Philippine President Marcos’s visit to Washington has helped usher the U.S.-Philippines relationship into “a new renaissance,” says USIP’s Brian Harding. And with growing concerns over Beijing’s influence in the Pacific, “[Marcos] is making a bet that if he deepens this relationship … that is how he’s going to deter China.”

U.S. Institute of Peace experts discuss the latest foreign policy issues from around the world in On Peace, a brief weekly collaboration with SiriusXM's POTUS Channel 124.


Laura Coates: We're joined now by Brian Harding, a senior expert for Southeast Asia and Pacific Islands at the United States Institute of Peace. He tweets at @iambrianharding. Brian, welcome. Good morning. How are you?

Brian Harding: I'm very good. Good evening from Jakarta, Indonesia.

Laura Coates: Oh, my goodness. Well, it's a good morning from Washington, D.C. So, tell me how the day goes since you now are in the future. Let us know what news we're going to learn about today. But before you do talk to us about President Ferdinand Marcos and a week of Washington meetings that took place on what's going on?

Brian Harding: Yeah, I mean, first of all, you know, we should recognize that for Americans of a certain age, it must be a pretty amazing sight to see a Ferdinand Marcos this time, Ferdinand Marcos, Jr. back at the White House. I mean, this is an incredible turnaround and political fortunes as father, a dictator who was pushed out by a major people power revolution in 1986. Times have really changed his son's back in the White House and really throwing the U.S.-Philippians relationship into a new renaissance. It's pretty incredible.

Laura Coates: So, tell me about what has evolved to make this possible and what happened?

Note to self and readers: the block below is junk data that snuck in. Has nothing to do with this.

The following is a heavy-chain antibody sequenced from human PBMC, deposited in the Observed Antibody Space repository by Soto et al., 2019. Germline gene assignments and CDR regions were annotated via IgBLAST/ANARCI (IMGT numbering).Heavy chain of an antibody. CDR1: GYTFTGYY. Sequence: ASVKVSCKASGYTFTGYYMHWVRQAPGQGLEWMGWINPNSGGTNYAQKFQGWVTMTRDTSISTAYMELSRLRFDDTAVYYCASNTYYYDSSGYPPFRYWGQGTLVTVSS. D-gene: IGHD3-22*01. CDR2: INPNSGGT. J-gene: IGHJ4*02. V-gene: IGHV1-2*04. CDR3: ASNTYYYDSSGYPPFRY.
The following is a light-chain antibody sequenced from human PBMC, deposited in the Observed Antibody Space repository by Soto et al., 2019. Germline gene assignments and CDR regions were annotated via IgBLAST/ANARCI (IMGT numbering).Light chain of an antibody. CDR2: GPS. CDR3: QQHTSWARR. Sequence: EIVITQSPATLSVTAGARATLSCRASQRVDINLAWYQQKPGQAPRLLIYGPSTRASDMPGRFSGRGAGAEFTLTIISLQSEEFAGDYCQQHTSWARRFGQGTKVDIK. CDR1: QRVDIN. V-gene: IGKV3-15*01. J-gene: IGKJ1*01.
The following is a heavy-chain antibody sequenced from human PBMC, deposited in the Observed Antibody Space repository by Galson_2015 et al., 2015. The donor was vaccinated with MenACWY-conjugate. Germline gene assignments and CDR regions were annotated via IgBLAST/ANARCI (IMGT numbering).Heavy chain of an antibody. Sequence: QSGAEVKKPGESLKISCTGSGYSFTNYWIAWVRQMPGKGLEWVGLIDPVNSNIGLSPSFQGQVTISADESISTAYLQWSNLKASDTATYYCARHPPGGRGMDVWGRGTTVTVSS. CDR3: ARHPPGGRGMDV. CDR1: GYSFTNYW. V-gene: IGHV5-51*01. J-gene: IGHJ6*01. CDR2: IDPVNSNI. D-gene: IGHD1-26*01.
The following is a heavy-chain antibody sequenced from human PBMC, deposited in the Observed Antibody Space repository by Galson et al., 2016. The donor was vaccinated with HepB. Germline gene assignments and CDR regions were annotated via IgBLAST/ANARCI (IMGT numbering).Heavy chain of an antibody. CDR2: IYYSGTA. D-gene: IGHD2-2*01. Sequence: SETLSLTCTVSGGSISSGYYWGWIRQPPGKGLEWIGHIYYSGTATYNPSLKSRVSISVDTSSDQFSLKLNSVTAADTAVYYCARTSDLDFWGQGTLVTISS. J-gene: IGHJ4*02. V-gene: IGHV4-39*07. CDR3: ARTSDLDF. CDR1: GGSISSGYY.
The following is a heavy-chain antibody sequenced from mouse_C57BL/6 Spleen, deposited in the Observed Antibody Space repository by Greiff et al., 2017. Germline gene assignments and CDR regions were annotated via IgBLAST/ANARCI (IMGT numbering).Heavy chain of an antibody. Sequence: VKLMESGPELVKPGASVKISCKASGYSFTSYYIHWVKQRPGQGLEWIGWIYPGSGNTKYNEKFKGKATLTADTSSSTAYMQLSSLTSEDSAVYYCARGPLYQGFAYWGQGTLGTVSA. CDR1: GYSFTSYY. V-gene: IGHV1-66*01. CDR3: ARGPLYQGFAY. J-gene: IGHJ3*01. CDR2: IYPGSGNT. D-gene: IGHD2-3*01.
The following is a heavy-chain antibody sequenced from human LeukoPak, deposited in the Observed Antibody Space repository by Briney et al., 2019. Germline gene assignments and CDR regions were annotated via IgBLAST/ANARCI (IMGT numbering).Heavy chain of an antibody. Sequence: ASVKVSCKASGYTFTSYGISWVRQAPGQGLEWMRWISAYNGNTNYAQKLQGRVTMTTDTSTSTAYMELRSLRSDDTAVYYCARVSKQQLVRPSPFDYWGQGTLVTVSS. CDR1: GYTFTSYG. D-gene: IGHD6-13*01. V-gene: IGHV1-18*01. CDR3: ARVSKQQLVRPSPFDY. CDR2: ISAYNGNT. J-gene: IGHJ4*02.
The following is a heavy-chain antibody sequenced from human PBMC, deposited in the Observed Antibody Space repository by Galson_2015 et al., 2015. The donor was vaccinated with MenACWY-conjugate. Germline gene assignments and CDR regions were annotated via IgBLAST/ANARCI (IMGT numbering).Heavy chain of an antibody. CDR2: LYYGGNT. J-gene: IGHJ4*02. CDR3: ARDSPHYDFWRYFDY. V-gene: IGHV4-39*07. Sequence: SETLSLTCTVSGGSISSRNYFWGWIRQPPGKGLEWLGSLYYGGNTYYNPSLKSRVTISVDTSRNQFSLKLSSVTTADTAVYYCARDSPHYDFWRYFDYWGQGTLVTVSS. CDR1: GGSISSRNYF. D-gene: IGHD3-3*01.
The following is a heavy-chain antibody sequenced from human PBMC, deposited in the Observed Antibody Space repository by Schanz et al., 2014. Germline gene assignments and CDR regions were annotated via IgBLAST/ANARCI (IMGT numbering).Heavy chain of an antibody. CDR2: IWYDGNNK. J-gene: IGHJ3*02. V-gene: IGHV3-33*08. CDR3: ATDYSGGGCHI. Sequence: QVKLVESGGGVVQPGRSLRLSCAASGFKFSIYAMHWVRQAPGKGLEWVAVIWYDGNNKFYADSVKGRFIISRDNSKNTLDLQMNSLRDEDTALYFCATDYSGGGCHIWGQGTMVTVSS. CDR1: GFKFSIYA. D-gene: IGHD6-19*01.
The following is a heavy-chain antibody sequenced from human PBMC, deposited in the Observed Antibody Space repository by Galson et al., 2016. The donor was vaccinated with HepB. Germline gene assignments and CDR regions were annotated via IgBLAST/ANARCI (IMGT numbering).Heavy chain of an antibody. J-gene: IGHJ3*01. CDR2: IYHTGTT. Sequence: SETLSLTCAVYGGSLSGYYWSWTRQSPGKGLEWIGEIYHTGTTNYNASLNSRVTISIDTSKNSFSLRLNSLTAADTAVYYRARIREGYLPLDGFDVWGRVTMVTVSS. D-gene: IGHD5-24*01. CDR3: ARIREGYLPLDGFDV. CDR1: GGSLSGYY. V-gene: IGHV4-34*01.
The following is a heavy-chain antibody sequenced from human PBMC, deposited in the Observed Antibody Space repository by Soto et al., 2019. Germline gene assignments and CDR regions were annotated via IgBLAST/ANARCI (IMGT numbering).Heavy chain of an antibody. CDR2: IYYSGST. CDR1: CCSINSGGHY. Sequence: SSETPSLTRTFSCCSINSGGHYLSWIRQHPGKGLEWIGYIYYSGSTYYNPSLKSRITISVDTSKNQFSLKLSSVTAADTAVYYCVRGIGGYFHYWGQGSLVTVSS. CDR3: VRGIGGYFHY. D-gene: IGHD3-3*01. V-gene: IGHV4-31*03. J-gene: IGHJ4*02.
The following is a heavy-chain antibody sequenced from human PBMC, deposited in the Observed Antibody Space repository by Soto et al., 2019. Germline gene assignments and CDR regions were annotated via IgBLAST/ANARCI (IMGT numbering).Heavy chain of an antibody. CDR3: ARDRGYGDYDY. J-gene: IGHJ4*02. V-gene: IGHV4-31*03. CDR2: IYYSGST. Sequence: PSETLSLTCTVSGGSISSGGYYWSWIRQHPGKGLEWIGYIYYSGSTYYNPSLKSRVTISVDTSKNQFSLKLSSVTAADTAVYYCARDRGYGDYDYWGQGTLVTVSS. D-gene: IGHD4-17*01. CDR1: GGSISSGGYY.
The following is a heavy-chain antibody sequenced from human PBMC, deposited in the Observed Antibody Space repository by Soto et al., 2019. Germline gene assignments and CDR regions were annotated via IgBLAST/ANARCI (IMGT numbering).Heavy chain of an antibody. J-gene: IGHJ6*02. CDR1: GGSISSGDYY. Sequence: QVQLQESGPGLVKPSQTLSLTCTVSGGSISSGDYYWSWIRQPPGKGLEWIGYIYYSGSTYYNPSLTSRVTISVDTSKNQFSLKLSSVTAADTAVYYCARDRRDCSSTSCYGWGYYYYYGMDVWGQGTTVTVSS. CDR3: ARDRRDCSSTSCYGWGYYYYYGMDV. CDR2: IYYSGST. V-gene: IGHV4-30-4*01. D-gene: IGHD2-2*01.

Brian Harding: So, first of all, President Marcos has a pretty low bar to clear. The U.S.-Philippines relationship under President Rodrigo Duterte over the past six years, you know, really tried to bottom out as much as it could. But the U.S.-Philippine alliance, you know, turned out to be pretty resilient. If you look at polling in the Philippines, Filipinos like America more than Americans like America. They have deep suspicion of China, they have a territorial dispute in the South China Sea, their fishermen are being harassed. So, there's a real interest in deepening ties with the United States and Marcos is making a bet that if he deepens this relationship with the United States, he has recently accelerated the implementation of an arrangement that will allow for United States military forces to use more Philippine bases on a regular routine. He's making a bet that if he defends the alliances that he shows, speaks loudly about Chinese behavior in his own neighborhood, that that's how he's going to turn China. For the United States, this brings into view, you know, one of the key issues in U.S. foreign policy these days, to turn countering China, and the Philippines is an indispensable ally for the United States. It abuts the South China Sea, it's less than one hundred miles from Taiwan, really, geography is everything. So, for the U.S. military sitting at the Pentagon, where I used to work when they see that the President of the Philippines is here in Washington, offering access to Philippine facilities, this is really good news for U.S. posture, visa vie China.

Laura Coates: So, what was the goal of these conversations?

Brian Harding: So, this was really capping, or pretty momentous six or seven months, you had the Secretary of State, Secretary of Defense, Vice President visiting Manila. So, this is really, you know, going the other way and showing that the top two leaders, Biden and Marcos are on the same page. For Marcos though, you know, he needs something, he gets something political out of this. So, he's you know, given the United States and the Pentagon more than I think anybody could have imagined. You know, he came looking to broaden out the relationship, what sort of what economic gains is he going to get for, for helping deliver on some of the U.S. security interests, which are mutual security interests, as well. It remains to be seen; President Marcos says he got $1.3 billion of investments a lot of his schedule while he was in Washington for four days was with U.S. businesses. President Biden is sending the Commerce Secretary back out to Manila with a what they're calling a presidential trade and investment mission. So, it remains to be seen. Presidents in the Philippines have six-year terms, Marcos is eight months in, things are incredibly good. We'll see where it goes.

Laura Coates: Now, he did Marcos did visit Beijing earlier this year right? What was going on there? And what was the purpose? And how does that impact our relationship with the Philippines now?